|Town/Region||Pakke Tiger Reserve|
|Categories||Biodiversity, Carnivores, Mammals|
|Date||18 Sep 2018|
Pakke Tiger Reserve (PTR) is nestled within the Himalayan biodiversity hotspot, and spans an area of 862 km2 in western Arunachal Pradesh (AP). PTR, established as a tiger reserve in 2002, is a model for other protected areas in Northeast India and has won national acclaim for its biodiversity conservation program.
PTR is known for its carnivore diversity. It is home to threatened carnivores like the tiger, leopard, wild dog leopard cat, jungle cat, Himalayan black bear, clouded leopard, marbled cat and Asian golden cat Many of these species are data-deficient and little is known about their distribution and habitat use patterns, interspecific interactions, and threats to their persistence in PTR or elsewhere in the world. PTR is surrounded by community-owned forests and human habitations; thus, hunting and other human activities is highly likely to impact the wildlife, and there also is potential for human– carnivore conflict. Other threats to carnivores include forest conversion due to infrastructural development, industrial development, and agriculture. These challenges add to the risk faced by extant carnivore populations in PTR.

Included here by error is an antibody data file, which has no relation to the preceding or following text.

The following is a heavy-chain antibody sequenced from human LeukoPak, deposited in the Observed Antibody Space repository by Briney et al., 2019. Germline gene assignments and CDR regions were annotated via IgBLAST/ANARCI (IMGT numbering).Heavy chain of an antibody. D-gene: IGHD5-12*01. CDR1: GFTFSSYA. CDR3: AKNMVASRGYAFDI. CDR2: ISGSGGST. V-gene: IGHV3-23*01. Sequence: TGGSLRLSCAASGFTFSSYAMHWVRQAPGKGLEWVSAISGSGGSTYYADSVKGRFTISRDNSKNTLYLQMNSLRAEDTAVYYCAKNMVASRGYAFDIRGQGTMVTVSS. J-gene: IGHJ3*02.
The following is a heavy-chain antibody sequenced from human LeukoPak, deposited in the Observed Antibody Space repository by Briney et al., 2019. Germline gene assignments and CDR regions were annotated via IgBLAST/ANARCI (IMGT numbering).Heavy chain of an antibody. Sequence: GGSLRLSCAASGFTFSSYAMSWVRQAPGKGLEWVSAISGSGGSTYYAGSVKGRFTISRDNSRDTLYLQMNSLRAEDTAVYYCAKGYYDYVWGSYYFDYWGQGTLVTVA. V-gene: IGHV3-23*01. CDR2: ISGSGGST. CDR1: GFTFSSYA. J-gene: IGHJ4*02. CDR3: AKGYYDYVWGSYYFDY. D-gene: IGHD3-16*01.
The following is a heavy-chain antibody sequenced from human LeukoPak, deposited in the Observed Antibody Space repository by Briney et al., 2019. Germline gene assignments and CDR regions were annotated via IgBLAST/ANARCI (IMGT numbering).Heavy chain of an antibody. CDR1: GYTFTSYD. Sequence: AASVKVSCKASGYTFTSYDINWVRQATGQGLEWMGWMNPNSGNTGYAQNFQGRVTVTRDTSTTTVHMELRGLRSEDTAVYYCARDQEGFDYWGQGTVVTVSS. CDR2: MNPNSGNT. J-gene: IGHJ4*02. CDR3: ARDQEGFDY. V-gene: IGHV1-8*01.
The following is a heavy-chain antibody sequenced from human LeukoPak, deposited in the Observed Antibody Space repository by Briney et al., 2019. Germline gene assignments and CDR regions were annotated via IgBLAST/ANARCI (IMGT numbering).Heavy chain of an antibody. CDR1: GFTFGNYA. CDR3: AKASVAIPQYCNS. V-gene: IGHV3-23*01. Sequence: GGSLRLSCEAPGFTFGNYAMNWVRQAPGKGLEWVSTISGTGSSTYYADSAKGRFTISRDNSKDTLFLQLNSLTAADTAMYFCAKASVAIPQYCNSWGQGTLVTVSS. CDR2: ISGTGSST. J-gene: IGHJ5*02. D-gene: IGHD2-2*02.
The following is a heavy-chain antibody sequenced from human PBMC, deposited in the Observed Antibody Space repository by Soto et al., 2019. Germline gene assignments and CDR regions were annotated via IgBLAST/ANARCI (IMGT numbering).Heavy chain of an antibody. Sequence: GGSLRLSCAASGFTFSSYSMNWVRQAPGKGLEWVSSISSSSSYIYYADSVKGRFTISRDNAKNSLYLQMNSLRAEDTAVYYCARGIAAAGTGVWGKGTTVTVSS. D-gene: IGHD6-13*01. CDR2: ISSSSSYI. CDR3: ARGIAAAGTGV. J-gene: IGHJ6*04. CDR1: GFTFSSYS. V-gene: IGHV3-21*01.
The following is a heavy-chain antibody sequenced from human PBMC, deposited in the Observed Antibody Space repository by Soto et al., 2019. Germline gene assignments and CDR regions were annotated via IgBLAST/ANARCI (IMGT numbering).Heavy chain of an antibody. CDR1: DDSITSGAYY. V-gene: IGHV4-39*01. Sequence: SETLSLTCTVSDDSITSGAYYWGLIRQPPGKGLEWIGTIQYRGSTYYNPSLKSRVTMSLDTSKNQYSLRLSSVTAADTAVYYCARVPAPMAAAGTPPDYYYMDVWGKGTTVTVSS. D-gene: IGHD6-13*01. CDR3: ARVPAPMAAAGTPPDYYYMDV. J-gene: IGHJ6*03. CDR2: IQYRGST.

Ecological research of carnivores in India has progressed rapidly. However, we still lack baseline data about the distribution of understudied carnivores. Our research will employ non-invasive sampling technique and advanced statistical methods to rigorously quantify their distribution and habitat-use patterns, interspecific interactions, and ecological and anthropogenic factors influencing these pattern. Specifically, this project will contribute to carnivore conservation through following outcomes:
1) Distribution maps: Probabilistic distribution maps for each carnivore species will be developed which will allow PTR Forest Department to allocate scarce conservation resources efficiently. These maps will help to identify habitat-types associated with high carnivore occupancy and to quantify the influence of human disturbance on carnivore distribution and habitat use.
2) Estimates of interspecific interactions: These estimates will be useful in understanding underlying mechanism behind organization of carnivore community and their role in ecosystem function including prey regulation.
3) Training of the forest staff in advanced wildlife monitoring tool: We will train PTR forest rangers in advanced data collection techniques using smart phones and open access user-friendly software (CyberTracker). These techniques save cost and effort considerably and data thus collected can be easily imported to web based databases.
4) Conservation awareness: We will disseminate information about ecology and threats to carnivores of PTR to village’s communities around PTR using creative posters.
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